General Game Rules

Rule Number 1 – Roleplaying
Roleplaying is going to be very important in this campaign. To that end, there are several things that fall under this category that I’m going to address:

Metagaming – Let’s try to avoid this. There are going to be situations where you know something that your character doesn’t or that the other characters don’t. If I show you a picture of a mob and you recognize it from years of playing D&D … please refrain from calling it a bugbear, green dragon, ooze, etc. If your character recognizes it as such (through a knowledge check, past encounter, etc.) then roleplay your character imparting that knowledge to the other characters. Personally, it does not effect me at all because I have no personal stake in the mobs; but, I truly believe that it takes the fun and mystery out of the game for the other players. Metagaming is the same as your lame friend telling you the end to a movie you haven’t seen yet. Doesn’t change or affect the movie but it does take away from it’s entertainment value.

Character Development – I would like for each of your characters to interact with a familiar world and for you to achieve milestones. To do that, I need input from you. What fun is it for your character to be made head of a Dwarven House if your character really wanted to build a wizard tower and teach magic to domesticated kobolds? Please try to figure out goals for your characters and I’ll do my best to integrate your objectives into the story. The more interesting your ideas … the more likely they are to play an important part of the game.

Rule Number 2 – The Dice
Players will only roll the dice when they would know the outcome wether or not they succeed or fail. Example: Using a STR check to open a door. You will know if you succeed and you will know if you fail. Attacking. You will know if you hit and if you miss.

Players will NOT roll the dice if they have no idea what either outcome would be. Spot checks are a good example. If I tell you to roll a spot check … you know that there is something to spot … if you fail you don’t see anything but you now know that something was missed. If a diseased rat bites you how would you know if you succeed or fail until the disease starts to affect you? If you succeed on your roll … you won’t even know if the rat was diseased in the first place. To give an even better example … what fun is it to know for a fact that a PC has been inflicted with lycanthropy the second it happens and a month before they start to change? I think that it would be more interesting to wonder what if … or to roleplay the slight changes along the way. Allowing the players to make these rolls leads to metagaming and I think that it takes some of the fun out of the game. So that there is no confusion, YES … I will be rolling many of your saving throws.

Sorry to say, but many of the DM die rolls will be made out of the sight of the players. This again leads to metagaming. You will be more likely to fight a troll that is +2 to hit than you are to fight one that’s +10 to hit. But how would your character know what his pluses are? Another example: Two mobs attack you each doing 10 points of damage. The first mob rolled 1d6+4 and got a 6 … the second mob rolled 10d6 and got all 1s. Seeing me roll the dice and seeing what modifiers each mob has to hit and damage CHANGES your basic perception of the fight. You will then make decisions based on what you just saw even though your character would have no way of knowing or reacting that way.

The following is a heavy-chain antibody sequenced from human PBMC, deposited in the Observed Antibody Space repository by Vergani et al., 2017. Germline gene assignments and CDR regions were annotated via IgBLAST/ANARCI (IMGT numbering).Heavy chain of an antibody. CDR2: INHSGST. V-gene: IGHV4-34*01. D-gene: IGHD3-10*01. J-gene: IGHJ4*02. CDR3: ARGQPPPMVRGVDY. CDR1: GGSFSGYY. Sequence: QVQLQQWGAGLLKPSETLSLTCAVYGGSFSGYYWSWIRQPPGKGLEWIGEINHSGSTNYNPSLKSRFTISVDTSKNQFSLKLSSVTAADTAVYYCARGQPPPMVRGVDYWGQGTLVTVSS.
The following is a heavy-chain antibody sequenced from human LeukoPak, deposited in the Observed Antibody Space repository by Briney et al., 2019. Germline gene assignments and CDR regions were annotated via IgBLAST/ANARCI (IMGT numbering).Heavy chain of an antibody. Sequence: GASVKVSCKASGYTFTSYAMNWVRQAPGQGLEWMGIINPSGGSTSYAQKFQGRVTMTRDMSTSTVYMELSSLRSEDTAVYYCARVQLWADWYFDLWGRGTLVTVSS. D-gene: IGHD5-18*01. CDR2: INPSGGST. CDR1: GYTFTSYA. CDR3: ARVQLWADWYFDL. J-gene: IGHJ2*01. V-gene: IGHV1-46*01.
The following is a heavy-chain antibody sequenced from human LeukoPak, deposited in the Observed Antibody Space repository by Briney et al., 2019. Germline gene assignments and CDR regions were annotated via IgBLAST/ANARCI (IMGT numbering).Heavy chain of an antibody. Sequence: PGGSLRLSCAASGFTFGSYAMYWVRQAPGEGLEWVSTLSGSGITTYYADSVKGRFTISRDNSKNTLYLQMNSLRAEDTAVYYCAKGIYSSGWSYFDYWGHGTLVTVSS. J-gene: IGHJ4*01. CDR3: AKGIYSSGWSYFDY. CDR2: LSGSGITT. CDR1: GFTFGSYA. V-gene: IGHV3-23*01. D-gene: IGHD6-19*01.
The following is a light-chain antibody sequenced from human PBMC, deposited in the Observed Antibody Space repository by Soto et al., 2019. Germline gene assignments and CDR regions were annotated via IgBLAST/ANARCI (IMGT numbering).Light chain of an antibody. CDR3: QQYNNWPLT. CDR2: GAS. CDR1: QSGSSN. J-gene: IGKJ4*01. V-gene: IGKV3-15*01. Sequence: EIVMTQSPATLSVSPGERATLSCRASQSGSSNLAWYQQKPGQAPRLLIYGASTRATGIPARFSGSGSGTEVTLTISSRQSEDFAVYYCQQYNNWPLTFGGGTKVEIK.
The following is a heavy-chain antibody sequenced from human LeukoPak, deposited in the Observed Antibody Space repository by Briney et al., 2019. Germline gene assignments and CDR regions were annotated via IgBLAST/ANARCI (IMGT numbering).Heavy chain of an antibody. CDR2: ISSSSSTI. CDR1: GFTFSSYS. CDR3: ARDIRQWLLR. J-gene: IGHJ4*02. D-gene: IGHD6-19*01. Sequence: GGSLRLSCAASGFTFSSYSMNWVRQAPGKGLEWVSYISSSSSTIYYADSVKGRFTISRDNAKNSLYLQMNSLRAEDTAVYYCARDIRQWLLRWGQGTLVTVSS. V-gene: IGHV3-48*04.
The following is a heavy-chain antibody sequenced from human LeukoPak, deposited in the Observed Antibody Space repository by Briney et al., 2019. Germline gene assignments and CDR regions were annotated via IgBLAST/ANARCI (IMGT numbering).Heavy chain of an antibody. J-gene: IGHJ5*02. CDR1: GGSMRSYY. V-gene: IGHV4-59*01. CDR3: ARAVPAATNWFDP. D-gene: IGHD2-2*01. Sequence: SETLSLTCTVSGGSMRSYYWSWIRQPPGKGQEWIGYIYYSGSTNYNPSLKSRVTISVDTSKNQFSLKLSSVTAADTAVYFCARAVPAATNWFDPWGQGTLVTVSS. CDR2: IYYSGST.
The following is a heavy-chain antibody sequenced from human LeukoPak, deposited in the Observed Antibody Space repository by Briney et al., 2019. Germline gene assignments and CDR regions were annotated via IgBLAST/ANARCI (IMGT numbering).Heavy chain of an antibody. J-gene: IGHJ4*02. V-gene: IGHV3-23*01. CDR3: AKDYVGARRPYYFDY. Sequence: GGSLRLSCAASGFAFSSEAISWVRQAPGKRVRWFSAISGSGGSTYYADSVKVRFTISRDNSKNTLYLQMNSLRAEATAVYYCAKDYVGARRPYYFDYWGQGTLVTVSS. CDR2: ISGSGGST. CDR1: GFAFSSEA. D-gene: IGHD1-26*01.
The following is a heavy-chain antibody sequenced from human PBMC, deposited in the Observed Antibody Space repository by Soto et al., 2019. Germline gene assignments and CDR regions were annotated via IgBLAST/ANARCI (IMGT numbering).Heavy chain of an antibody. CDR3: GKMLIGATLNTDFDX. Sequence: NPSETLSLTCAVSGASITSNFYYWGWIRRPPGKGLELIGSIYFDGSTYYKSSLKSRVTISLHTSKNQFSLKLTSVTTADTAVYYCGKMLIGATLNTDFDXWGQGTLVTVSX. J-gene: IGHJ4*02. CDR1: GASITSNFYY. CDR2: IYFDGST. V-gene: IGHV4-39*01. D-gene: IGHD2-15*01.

Rule Number 3 – Notes/Personal Emails/Solo Encounters
From time to time each of you will be privy to information that no one else knows. When that happens, I will either slip you a note of some kind or I will pull you into the other room. If I slip you a note, it will be your job to ROLEPLAY what the note says. You may roleplay it however you see fit but you can not give the note to anyone else or read the contents of the note aloud. For example: If you fail a will save against domination … I will hand you a note saying, “You are dominated! Take your time to pick off as many group members as you can. Use tactics to the best of your ability and try not to get caught.” Clearly the event will fail if you hand the note to the cleric who then promptly dispels you. (Boring!)

Rule Number 4 – Rewards/Penalties
I truly believe that the game will be more entertaining if we follow these guidelines. To that end, there will be rewards issued out for adhering to the rules. These rewards can take the form of anything other than experience. Maybe it’ll be a well placed item for your character in a treasure horde. Maybe your character will have a run of good luck for a few days. Perhaps a family member will contact you about an inheritance. It could be anything and it could happen at any time. Conversely, fail to follow the rules and the cosmos may opt to align against you. Perhaps a raiding band of polearm-wielding bugbears kills the workers that you hired to build your wizard tower. Now it’s construction has been delayed 6 months. Who knows … could be anything. The rewards/penalties will most likely be so integrated that you probably won’t know when it’s happening so it’s better to be safe than sorry. Consider it Campaign Karma.

General Game Rules

The Chosen Five Kestimire